Membrillo (mem-BREE-yo) is a semisoft cheese condiment that is quince paste: brownish-red, firm, sticky. It is made in loaves, and sliced to serve on cheese platters.
It is more accurately called dulce de membrillo in Spain, Italy, Israel and Latin America, to differentiate the the fruit itself (membrillo) from the fruit paste (dulce de membrillo). The name changes to marmelada in Portugal and Brazil; pâte de coing in France; and quince paste in English-speaking countries.
A relative of the apple and the pear, quince is high in pectin, and the resulting paste has the consistency of a thick jelly. It has a sweet and tart taste and looks like a dense block of gelatin.
You can buy it or make it (membrillo recipe). Homemade membrillo is a very nice gift for foodie friends.
If you buy it, purchase it at a cheese store or specialty store. You can buy it packaged in Latino food markets, but it’s (understandably) more commercial, less elegant.
Traditionally membrillo has been served with Spanish cheeses like Mahón, Manchego and Roncal. But just as fruit can be served with any cheese, so can membrillo.
It also pairs well with nuts and other salty and savory foods. And, it’s a substitute for guava paste.
In addition to serving quince paste, the fruit is cooked (braised, poached), used to make pies, spreads (jelly, jam, marmalade), desserts (cake, ice cream, pie) and sauces (including a version similar to applesauce).
Here are 13 additional uses for membrillo:
Most varieties of quince are too hard and astringent to be eaten raw. Cooked, quince become flavorful and aromatic.
THE HISTORY OF MEMBRILLO
It may well be that the fruit Eve fed to Adam in the Garden Of Eden was not an apple but a quince (the edible variety is Cydonia oblonga, not to be confused with the ornamental genus, Chaenomeles).
The book of Genesis does not name the specific type of the fruit that Eve picked and shared with Adam. Cultivation of quince preceded apple cultivation in the area. Many early references that have been translated as “apple” may in fact have been quince.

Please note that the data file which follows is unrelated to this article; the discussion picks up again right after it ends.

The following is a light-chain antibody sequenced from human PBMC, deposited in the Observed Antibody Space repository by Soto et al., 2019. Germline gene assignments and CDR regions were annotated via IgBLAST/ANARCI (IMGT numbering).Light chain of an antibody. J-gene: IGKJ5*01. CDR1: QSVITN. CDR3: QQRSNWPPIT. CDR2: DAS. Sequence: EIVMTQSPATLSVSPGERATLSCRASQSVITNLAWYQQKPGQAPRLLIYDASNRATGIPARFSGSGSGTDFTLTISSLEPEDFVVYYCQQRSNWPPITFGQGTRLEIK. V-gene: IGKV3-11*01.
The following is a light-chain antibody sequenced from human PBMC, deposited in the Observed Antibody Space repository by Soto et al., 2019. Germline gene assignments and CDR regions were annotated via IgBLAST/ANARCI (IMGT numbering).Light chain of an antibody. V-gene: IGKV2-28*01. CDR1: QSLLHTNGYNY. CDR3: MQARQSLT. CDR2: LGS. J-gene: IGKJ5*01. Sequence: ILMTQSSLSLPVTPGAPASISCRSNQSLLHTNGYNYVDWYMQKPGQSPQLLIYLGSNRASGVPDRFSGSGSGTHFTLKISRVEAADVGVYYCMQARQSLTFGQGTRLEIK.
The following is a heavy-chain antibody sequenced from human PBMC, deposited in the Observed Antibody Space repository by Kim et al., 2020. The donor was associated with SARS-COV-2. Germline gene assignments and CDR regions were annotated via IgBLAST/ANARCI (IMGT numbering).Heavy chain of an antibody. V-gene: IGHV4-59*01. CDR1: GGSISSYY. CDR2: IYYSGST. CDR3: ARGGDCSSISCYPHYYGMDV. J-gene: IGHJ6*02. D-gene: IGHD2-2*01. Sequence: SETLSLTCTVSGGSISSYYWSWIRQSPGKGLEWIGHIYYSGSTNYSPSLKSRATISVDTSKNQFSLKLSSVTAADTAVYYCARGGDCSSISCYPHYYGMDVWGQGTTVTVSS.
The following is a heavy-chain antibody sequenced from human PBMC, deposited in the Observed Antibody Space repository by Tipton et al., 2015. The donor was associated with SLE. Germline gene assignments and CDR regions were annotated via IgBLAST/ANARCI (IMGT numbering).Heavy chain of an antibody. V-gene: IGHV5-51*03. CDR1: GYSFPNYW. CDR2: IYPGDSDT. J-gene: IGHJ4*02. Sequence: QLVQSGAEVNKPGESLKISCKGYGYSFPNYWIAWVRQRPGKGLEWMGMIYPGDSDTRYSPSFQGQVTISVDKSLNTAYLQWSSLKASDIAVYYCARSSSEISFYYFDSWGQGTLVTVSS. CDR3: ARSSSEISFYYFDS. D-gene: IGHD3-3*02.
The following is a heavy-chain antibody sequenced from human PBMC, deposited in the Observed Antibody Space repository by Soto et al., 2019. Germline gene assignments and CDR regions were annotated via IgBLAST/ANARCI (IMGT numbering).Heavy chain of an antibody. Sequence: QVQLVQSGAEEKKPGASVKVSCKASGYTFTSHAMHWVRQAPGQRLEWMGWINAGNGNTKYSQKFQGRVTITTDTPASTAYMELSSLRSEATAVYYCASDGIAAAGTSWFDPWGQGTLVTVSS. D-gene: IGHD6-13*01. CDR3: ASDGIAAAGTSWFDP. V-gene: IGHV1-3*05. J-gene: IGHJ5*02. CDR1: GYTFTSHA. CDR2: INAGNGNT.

Quince is also presumed to be the “golden apples” of the legends of antiquity.
Quince is related to both the apple and the pear. It looks like a combination of the two: a large, lumpy pear.
Native to the Caucasus, the mountain range that separates Europe and Asia, quince trees originated in the deciduous forests in the foothills of the Caucasus mountains, stretching east from Iran and Turkestan.
The fruit was subsequently grafted and bred by the ancient Greeks, to produce quince with an exceptional quality [source].
The Greeks loved quince. Quince was sacred to Aphrodite, the Greek goddess of love and fertility. Plutarch notes that Greek brides chewed on a piece of quince to get sweet-smelling breath before entering the bridal chamber (what about the husbands?). They were also set in bowls to perfume the area with their aroma.
The Romans continued the Greek tradition, often representing the Aphrodite’s counterpart, Venus holding a quince. They also gave quince to newlyweds for good luck and fertility.
Quince appears in the art of antiquity: from wall paintings and mosaics in Pompeii, to ancient Babylon.
After the discovery of preserving foods in sugar, in the fourth century C.E., Roman agriculturist and writer Palladius baked quince honey strips, which turned quince into a spread. As early as the seventh century, recipes for jellies prepared with quince juice and honey began to appear.
In the Middle Ages, quince was also highly valued. It was often served at tables of monarchs and aristocrats.
The alchemist and confectioner Nostradamus left several written recipes for quince compote [source].
The tree spread throughout southern Europe and up to England. Quince trees were first recorded in Britain in 1275, when Edward I planted them at the Tower of London. Recipes from the 13th and 14th centuries include quince pies. The fruits remained popular in the 17th and 18th centuries, but were ultimately edged out by apples and pears, which are enjoyable to eat raw (quince are not).
From England, quince traveled to Colonial America. Jefferson grew quinces at Monticello. If you’re so inclined (and live in zones 5 through 9), quince is easy to grow: self-pollinating and almost impervious to pests.
Membrillo is the Spanish word for a fruit paste condiment and the fruit from which it is made: quince.
The name membrillo comes from the name for the quince tree’s branches (the tree is Cydonia oblonga). When the branches are new, they are tender, flexible, and highly resilient, just like wicker: mimbre. “Membrillo” is the diminutive of mimbre.
The word “marmalade,” which originally meant quince jam, derives from “marmelo,” the Portuguese word for quince. The form of quince we personally eat most often—membrillo—is a quince paste (crema de membrillo) enjoyed with Spanish cheeses. (If you see it, buy it—it couldn’t be more delicious.)